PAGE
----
Summer summons warm laughter at the cinema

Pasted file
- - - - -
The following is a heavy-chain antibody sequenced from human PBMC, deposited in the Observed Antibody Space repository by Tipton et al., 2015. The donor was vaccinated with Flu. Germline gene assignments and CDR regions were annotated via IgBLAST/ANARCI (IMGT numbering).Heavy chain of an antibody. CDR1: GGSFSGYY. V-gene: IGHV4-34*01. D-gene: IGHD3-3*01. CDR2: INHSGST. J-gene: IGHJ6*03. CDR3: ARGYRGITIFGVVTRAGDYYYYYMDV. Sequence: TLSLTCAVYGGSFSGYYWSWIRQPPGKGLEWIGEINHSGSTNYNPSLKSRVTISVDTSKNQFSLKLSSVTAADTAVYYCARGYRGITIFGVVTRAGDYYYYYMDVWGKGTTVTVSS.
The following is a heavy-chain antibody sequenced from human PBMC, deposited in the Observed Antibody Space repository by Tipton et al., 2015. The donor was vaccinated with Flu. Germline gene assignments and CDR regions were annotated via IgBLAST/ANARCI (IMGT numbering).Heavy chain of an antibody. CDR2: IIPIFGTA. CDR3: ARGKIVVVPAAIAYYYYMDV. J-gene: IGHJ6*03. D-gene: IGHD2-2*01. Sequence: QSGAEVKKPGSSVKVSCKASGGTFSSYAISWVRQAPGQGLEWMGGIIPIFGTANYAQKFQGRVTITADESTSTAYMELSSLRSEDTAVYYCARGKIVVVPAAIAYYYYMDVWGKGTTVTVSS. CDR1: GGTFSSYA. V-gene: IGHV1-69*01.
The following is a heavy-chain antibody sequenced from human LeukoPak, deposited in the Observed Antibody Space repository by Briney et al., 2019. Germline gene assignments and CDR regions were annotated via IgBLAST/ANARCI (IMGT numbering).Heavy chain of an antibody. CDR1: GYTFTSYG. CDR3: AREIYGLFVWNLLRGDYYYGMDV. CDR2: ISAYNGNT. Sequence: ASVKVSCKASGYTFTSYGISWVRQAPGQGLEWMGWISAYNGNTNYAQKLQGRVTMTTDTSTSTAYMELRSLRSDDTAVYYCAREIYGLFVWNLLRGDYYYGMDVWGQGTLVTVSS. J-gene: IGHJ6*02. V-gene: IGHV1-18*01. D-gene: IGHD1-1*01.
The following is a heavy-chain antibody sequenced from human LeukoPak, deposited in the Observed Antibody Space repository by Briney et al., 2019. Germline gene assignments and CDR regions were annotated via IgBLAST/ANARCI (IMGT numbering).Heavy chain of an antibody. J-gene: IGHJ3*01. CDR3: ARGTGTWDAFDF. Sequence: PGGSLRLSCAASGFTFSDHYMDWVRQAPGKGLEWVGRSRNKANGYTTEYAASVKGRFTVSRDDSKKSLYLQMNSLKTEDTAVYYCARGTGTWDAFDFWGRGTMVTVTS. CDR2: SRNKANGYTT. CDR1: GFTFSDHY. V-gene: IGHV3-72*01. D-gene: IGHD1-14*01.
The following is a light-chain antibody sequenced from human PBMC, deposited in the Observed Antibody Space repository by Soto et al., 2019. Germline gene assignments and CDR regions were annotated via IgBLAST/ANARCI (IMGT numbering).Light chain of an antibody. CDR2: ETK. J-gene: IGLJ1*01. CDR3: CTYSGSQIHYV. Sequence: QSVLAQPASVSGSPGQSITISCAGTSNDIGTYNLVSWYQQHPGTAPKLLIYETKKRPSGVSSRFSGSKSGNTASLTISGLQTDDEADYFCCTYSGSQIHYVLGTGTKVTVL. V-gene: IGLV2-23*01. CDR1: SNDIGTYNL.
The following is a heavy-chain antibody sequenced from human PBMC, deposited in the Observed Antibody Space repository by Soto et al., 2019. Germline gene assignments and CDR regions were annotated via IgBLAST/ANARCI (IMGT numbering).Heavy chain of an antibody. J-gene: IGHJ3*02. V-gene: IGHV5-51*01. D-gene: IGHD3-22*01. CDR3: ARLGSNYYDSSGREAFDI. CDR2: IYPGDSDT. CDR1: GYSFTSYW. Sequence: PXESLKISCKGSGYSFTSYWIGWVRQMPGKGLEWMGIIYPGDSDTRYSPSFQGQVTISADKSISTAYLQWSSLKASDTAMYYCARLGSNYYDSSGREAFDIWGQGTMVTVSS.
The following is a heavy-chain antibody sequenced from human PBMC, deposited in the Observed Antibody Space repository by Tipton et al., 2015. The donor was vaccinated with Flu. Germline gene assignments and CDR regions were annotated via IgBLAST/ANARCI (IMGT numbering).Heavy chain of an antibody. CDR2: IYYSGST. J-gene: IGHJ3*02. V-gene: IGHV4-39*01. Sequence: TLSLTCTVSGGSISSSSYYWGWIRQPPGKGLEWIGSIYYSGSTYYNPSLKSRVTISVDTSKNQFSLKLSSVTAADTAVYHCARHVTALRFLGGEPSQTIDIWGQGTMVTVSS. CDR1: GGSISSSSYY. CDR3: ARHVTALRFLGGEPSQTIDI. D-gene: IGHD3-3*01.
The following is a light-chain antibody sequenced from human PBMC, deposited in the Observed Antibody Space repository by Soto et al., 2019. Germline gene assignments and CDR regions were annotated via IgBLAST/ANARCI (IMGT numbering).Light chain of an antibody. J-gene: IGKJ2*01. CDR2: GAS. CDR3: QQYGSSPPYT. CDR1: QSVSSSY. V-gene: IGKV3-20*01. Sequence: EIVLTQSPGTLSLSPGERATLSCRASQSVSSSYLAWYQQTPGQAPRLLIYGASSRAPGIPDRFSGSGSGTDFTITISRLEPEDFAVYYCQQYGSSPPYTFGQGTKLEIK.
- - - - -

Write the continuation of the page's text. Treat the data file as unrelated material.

PARIS — A year after the runaway success of “Welcome to the Sticks,” French cinema continues to laugh its way to the bank. Through July, eight of the top 10 highest-grossing French films this year have been comedies.But there are troubling signs ahead for the industry as box office results from theaters outside the Paris area are starting to feel the recession. Recent hit comedies cover a wide spectrum — from dramedy “LOL,” to the gag-laden “Coco” to spy-spoof “OSS 117: Lost in Rio.” And the biggest laffer of the lot is possibly yet to come: Family comedy “Le Petit Nicolas,” based on the beloved comicbook by Rene Goscinny and Sempe, bows Sept. 30 and is anticipated to tap into the huge reservoir of goodwill for the Nicolas character. Pic is packed with French box office draws, including Kad Merad (“Welcome to the Sticks”), Valerie Lemercier (“The Dinner Guest”) and Fabrice Luchini (“The Girl From Monaco”). The 1950s-set comedy follows a 10-year-old boy whose ideal childhood gets turned upside down when he finds out his mother is expecting another child. “We wanted to make a real family comedy. Hopefully, kids will recognize themselves, and parents will remember their own childhood,” explains Fidelite Films producer Marc Missonnier. Also due out in September, TV network M6 builds on the Nicolas synergy by airing CG-toon series “Le Petit Nicolas,” co-produced by Aton Soumache’s Paris-based shingle Method Animation. A few more serious local titles have scored at the summer box office: humanist drama “Welcome,” about an unlikely friendship between a 17-year-old Kurdish refugee and a middle-aged Frenchman; and high-voltage actioner “District 13,” produced by Luc Besson. Despite the absence of a blockbuster like “Welcome to the Sticks” this year, theater admissions were down only 4.3% through June, according to France’s CNC film board. But the recession, which is likely fueling the appetite for laughs, is also causing a growing gulf between theater admissions in Paris and the rest of France. Even this year’s highest-grossing French laffer, “LOL,” couldn’t tally more than 3.5 million admissions because it didn’t expand wide enough from its Paris base. “Theater admissions are still strong in big cities, but we know that the recession is slowly catching up with the film industry,” says Philippe Desandre, StudioCanal’s distribution topper. “And smaller exhibitors are the first affected.” In the first half of the year, admissions rose 10% in Paris and 4% in other big cities, but plummeted by 12% in medium-sized cities and 22% in small towns. Since 40% of French theater screens are located in rural areas — whereas Paris has only 18%, the key to B.O. success in France is to reach deep into rural areas, says Francois Clerc, Gaumont’s distribution topper. Upcoming French releases that have potential to reach broad auds across the nationinclude Jacques Audiard’s gripping crime drama “A Prophet,” which nabbed the Jury Prize in Cannes, about a 19-year-old French-Arab thug’s education behind bars. Auds needing their fix of “Welcome to the Sticks” helmer-star Dany Boon will get a chance with “Micmacs a tire-larigot,” a satire about an ordinary man who goes after powerful gun traders, helmed by Jean-Pierre Jeunet. Boon co-stars with Yolande Moreau (“Seraphine”). Luc Besson’s toon, “Arthur and the Vengeance of Maltazard,” set to open in Gaul on Dec. 2, also is expected to draw good auds. A mix of live action and CG animation, the pic is a sequel to “Arthur and the Minimoys,” which grossed $54 million on 6.3 million admission in 2006. John Hopewell contributed to this report.
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